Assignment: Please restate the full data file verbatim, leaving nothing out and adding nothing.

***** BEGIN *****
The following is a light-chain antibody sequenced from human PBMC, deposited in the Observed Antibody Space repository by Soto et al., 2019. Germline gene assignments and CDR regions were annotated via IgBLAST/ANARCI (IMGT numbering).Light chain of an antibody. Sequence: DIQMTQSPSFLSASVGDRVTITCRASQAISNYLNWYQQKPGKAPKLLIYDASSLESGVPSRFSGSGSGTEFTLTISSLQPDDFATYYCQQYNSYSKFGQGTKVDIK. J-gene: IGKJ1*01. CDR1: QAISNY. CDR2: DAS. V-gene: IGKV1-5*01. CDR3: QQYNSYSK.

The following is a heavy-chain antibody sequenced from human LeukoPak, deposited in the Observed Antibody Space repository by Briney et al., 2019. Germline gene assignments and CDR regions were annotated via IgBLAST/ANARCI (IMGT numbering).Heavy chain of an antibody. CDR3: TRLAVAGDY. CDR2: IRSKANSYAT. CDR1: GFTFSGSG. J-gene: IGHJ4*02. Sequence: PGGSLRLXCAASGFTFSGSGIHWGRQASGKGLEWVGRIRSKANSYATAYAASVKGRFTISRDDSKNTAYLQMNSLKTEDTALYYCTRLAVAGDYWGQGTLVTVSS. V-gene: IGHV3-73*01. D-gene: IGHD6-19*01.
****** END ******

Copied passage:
The following is a light-chain antibody sequenced from human PBMC, deposited in the Observed Antibody Space repository by Soto et al., 2019. Germline gene assignments and CDR regions were annotated via IgBLAST/ANARCI (IMGT numbering).Light chain of an antibody. Sequence: DIQMTQSPSFLSASVGDRVTITCRASQAISNYLNWYQQKPGKAPKLLIYDASSLESGVPSRFSGSGSGTEFTLTISSLQPDDFATYYCQQYNSYSKFGQGTKVDIK. J-gene: IGKJ1*01. CDR1: QAISNY. CDR2: DAS. V-gene: IGKV1-5*01. CDR3: QQYNSYSK.

The following is a heavy-chain antibody sequenced from human LeukoPak, deposited in the Observed Antibody Space repository by Briney et al., 2019. Germline gene assignments and CDR regions were annotated via IgBLAST/ANARCI (IMGT numbering).Heavy chain of an antibody. CDR3: TRLAVAGDY. CDR2: IRSKANSYAT. CDR1: GFTFSGSG. J-gene: IGHJ4*02. Sequence: PGGSLRLXCAASGFTFSGSGIHWGRQASGKGLEWVGRIRSKANSYATAYAASVKGRFTISRDDSKNTAYLQMNSLKTEDTALYYCTRLAVAGDYWGQGTLVTVSS. V-gene: IGHV3-73*01. D-gene: IGHD6-19*01.